UM-Flint CIT professor awarded research funding for deep learning approach

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Halil Bisgin, associate professor of computer science, is utilizing deep learning to assist health care professionals in predicting disease.

Halil Bisgin, associate professor of computer science at the University of Michigan-Flint's College of Innovation & Technology, has been awarded nearly $20,000 in grant funding through the university's Research Creative Activity Small Grant Competition. The RCA program provides internal funding for new and innovative approaches to research. Bisgin's application was for "A Deep Learning Approach for Combining Nuclear Magnetic Resonance Spectroscopy and Mass Spectrometry based Metabolomics Data Towards Disease Prediction."

Through his collaboration with Beaumont Health, Bisgin noticed that when detecting and predicting diseases such as Alzheimer's disease, researchers and clinicians typically utilize a combination of biomarker measurements gathered via two different techniques. Biomarkers are substances in the body that can be measured to predict disease, infection or likelihood of recurrence. This biomarker data is then reviewed holistically to make disease predictions. This process is lengthy and Bisgin believes there is a more efficient means of deciphering the data by cutting down on the possible sources.

His research focuses on metabolites which are substances created or used when the human body breaks down food, chemicals or tissue. Bisgin is hopeful that using metabolites will provide enough information to draw the same conclusions currently drawn from the multisource approach in disease prediction.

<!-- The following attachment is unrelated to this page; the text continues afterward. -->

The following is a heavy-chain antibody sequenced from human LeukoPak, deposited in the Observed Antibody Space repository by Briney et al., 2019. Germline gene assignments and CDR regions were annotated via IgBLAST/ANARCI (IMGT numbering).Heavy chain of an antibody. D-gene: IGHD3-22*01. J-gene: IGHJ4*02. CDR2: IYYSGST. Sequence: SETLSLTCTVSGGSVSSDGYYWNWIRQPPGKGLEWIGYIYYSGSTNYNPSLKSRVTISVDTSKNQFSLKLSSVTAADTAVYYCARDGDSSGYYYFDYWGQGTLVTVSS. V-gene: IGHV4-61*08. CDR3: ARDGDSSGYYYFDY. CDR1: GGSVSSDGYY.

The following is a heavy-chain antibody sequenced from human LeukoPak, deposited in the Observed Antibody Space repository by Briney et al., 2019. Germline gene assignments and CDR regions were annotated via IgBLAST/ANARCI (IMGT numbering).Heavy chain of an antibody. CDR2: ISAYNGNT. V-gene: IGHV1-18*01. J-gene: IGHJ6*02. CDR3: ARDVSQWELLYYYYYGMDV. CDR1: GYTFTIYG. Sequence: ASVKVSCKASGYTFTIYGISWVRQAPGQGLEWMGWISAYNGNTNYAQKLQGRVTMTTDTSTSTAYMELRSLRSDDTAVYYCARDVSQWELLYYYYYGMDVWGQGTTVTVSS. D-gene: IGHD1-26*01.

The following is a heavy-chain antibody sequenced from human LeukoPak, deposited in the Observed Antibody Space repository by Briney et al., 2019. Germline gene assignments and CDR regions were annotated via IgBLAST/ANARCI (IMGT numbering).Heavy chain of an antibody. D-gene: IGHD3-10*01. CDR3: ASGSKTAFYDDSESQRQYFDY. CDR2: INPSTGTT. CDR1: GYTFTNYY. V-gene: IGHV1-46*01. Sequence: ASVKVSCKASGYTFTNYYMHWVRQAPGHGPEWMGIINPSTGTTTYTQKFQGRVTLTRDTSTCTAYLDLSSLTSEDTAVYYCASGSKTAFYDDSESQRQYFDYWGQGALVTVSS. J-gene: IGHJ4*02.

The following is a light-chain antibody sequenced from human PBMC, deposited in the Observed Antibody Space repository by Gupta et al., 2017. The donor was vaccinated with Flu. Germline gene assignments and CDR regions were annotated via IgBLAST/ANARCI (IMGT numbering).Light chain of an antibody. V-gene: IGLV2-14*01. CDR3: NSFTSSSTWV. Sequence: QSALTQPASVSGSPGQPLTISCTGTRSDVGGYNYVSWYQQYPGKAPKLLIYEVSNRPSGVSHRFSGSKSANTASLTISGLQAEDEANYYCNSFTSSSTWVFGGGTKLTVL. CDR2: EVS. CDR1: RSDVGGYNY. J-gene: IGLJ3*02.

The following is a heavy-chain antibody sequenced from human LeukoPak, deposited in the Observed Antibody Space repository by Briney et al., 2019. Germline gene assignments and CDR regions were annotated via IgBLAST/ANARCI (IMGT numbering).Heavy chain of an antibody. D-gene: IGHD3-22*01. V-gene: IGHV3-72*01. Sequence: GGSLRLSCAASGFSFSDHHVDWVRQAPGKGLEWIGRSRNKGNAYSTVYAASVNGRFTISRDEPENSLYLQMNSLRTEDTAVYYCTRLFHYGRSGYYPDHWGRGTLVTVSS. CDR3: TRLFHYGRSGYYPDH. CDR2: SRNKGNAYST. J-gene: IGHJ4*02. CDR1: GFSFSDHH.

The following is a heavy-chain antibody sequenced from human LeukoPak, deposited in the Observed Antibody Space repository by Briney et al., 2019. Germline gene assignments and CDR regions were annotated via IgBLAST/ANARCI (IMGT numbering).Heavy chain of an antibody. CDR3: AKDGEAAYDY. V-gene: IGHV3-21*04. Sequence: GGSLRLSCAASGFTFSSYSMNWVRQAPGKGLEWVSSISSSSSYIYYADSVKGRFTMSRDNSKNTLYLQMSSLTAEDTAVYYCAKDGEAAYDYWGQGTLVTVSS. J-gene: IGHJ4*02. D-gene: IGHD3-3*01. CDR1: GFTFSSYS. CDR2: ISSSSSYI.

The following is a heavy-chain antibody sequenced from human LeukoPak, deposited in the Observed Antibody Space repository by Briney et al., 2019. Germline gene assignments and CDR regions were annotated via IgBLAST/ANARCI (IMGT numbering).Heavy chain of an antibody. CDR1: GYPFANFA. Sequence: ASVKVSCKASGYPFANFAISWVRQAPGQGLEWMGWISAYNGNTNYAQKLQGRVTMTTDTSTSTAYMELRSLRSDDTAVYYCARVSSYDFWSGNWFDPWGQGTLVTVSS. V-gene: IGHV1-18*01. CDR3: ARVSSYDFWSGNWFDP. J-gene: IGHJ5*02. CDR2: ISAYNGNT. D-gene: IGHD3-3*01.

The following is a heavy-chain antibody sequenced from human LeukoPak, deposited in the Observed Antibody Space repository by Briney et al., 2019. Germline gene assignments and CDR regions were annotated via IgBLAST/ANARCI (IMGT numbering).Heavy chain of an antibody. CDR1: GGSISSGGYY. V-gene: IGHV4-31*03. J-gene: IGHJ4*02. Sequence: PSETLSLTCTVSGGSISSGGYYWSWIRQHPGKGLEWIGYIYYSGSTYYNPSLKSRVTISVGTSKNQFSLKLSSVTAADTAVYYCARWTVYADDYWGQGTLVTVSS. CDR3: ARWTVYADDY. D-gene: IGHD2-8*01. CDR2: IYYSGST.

"The final goal for anyone doing discovery is to narrow down the possible sources," said Bisgin.

Bisgin's main contribution is working to replace the conventional technique of merging data sources with something called deep neural networks, which is an AI technique that uses sophisticated modeling to process data in complex ways. While Bisgin notes that this is only an incremental contribution, it will lead to a more efficient detection method in the future. 

Through his collaboration with Beaumont Health, Bisgin is provided with the necessary data and he builds the model that tells their team what has been identified so that they can make more timely disease predictions.

Bisgin is currently on sabbatical in Switzerland working on similar deep learning research at the University of Zurich and will bring that research back to UM-Flint with him for incorporation into his U.S.-based work.

To learn more about CIT, visit its website.

Dayne Hopkins is the communications specialist for the College of Innovation & Technology. Contact him at [email protected].